Breaching regulations can be costly – for your finances and your reputation
Even if your business is not forced to close, prosecution by the FSA for breaching regulations can be costly – for your finances and your reputation. Owners of a meat processing plant in Birmingham, for instance, received a fine totalling almost £20,000 for food hygiene offences including failing to ensure staff wore appropriate PPE such as hairnets and beard snoods. That is without considering the costs involved if a production line or entire plant has to close, even if only temporarily, as well as the expense of contracts suspended or terminated.
Legal compliance is, however, a minimum requirement, not the sole requirement.
“PPE needs to be good enough quality to enable the wearer to perform the task in hand without compromise”Rob Russell, PPE Business Unit Sales Director, RS Safety Solutions
“The manufacturer’s needs go beyond what’s laid out in the legislation,” says Russell. “PPE needs to be good enough quality to enable the wearer to perform the task in hand without compromise too. This means products that are fit for purpose rather than products designed just to offer low prices.
“Take wellington boots. Although polyurethane leather (PU) boots cost around four times as much, they are more comfortable for the wearer, have the highest level of anti-slip sole and offer and offer a cost-in-use benefit because they last longer.”
Food and beverage manufacturers also need continuity of supply. “In terms of what customers are looking for, it’s reliability,” says Stasik. “Especially after the supply chain disruption of the last couple of years.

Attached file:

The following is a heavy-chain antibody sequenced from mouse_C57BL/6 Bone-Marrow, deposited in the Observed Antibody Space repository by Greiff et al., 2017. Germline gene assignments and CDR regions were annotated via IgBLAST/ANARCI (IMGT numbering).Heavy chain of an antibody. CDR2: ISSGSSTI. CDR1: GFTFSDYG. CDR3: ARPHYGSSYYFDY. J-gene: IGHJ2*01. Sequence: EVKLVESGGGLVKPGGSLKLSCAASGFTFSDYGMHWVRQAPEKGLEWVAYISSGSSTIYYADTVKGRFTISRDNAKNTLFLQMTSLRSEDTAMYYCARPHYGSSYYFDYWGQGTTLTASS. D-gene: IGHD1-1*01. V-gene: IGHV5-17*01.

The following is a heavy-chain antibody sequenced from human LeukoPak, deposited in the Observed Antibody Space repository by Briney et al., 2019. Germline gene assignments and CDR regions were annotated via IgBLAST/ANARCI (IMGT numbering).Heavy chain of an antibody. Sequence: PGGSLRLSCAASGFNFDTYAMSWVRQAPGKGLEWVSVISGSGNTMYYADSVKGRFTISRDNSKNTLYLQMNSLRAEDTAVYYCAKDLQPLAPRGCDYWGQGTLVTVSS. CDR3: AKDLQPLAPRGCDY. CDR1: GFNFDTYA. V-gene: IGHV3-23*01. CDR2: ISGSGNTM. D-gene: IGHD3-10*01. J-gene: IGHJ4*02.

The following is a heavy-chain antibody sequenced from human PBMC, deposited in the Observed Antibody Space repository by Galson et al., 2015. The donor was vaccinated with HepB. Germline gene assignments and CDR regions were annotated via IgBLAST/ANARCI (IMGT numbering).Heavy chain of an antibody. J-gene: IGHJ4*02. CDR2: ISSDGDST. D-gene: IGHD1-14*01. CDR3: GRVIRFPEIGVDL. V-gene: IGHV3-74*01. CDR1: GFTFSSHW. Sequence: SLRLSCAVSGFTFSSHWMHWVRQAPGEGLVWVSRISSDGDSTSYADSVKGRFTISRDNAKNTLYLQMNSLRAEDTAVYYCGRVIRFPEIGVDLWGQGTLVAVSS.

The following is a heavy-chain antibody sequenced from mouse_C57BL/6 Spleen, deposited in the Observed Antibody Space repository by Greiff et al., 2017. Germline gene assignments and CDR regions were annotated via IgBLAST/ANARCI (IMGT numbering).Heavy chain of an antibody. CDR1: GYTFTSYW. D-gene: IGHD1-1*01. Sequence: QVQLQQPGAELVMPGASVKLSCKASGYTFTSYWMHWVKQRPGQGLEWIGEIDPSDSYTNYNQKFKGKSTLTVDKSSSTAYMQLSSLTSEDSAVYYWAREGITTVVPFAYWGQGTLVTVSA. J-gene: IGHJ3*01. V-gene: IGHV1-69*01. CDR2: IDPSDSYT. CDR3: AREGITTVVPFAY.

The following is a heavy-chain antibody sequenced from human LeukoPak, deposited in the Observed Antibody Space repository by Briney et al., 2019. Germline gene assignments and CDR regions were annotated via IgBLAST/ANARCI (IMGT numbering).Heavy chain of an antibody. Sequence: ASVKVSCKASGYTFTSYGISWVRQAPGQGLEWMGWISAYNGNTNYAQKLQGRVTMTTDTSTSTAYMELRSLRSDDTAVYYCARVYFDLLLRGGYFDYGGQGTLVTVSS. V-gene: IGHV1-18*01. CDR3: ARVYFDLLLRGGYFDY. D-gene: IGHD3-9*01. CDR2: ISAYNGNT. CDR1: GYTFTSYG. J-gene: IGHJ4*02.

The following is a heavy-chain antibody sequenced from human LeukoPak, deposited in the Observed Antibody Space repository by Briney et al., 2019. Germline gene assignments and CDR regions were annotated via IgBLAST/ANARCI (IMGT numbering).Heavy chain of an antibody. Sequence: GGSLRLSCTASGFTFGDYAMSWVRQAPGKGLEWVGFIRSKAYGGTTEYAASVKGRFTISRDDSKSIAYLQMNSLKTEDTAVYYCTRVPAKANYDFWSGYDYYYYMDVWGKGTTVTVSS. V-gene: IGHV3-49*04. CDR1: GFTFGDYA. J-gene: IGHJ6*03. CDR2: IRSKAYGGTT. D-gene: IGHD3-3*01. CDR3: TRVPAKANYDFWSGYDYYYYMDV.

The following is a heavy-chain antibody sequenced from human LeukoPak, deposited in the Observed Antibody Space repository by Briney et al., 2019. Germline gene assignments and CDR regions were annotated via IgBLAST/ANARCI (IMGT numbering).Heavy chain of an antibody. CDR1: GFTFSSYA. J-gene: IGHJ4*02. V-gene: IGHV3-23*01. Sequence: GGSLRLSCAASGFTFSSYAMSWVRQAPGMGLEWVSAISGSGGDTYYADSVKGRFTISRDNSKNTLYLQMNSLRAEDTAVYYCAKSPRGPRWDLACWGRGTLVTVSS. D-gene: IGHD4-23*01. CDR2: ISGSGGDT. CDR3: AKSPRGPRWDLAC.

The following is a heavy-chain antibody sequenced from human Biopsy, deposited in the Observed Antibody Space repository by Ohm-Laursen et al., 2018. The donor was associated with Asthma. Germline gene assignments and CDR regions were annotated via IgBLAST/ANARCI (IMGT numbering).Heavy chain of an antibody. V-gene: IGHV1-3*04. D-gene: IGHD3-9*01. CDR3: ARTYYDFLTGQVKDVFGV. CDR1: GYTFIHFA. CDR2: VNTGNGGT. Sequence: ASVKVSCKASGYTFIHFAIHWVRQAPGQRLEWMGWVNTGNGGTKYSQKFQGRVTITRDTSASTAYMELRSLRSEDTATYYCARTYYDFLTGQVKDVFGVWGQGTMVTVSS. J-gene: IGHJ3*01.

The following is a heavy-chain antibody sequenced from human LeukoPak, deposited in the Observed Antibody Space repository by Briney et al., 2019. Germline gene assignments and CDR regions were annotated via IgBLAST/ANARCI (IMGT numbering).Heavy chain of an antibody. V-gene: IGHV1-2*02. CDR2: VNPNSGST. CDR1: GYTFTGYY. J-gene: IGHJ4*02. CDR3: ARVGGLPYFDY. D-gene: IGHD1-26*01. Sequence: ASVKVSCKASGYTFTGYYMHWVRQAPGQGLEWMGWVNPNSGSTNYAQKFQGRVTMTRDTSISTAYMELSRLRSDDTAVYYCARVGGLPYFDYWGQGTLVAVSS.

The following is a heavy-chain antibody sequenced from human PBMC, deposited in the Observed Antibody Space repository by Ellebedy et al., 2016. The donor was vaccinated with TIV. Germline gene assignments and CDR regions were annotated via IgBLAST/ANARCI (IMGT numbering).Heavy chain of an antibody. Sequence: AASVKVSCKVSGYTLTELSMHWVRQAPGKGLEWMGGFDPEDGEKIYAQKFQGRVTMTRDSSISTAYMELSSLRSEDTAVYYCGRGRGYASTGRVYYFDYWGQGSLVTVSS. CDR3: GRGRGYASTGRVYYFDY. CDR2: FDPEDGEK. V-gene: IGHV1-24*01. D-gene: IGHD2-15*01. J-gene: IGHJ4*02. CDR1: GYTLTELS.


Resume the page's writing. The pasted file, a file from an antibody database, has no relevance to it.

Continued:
“Food and beverage production businesses want to ensure they have seamless control because in the manufacturing world, if the supplier runs out of an essential product, they run out of an essential product and operations grind to a halt.
“They need PPE suppliers who have that foresight and plan for levels of demand.”
Does working with an industry specialist help? Most definitely, believes Russell. “We know what’s important,” he states. “Certain items of PPE, for example, are what we call showstoppers. Without these, production cannot continue – therefore if we run out, it could bring a customer’s operations to a stop.
“We mitigate this risk by overstocking on those lines, such as gloves and mob caps, that are critical for food production.”
Suppliers with sector expertise can support food and beverage manufacturers in tackling other business challenges such as rising costs. “We understand how a food factory works, meaning we can walk into a manufacturing facility and see things that others don’t,” says Russell.
“Being industry specialists, we can see where we can add value in terms of providing a cost-in-use solution without compromising on quality.”
This is about moving beyond a transactional approach to a more holistic relationship between supplier and customer. “Anything we can do to make it easier for customers or remove some of the pain will allow them to better address the challenges they face,” says Stasik.
“Value-added solutions are an area where we can help. By reducing processing costs, they offer another route for them to keep the products they want despite inflation.”
Discover how RS Safety Solutions can offer your business a total PPE supply solution, backed by proven industry expertise. Click here.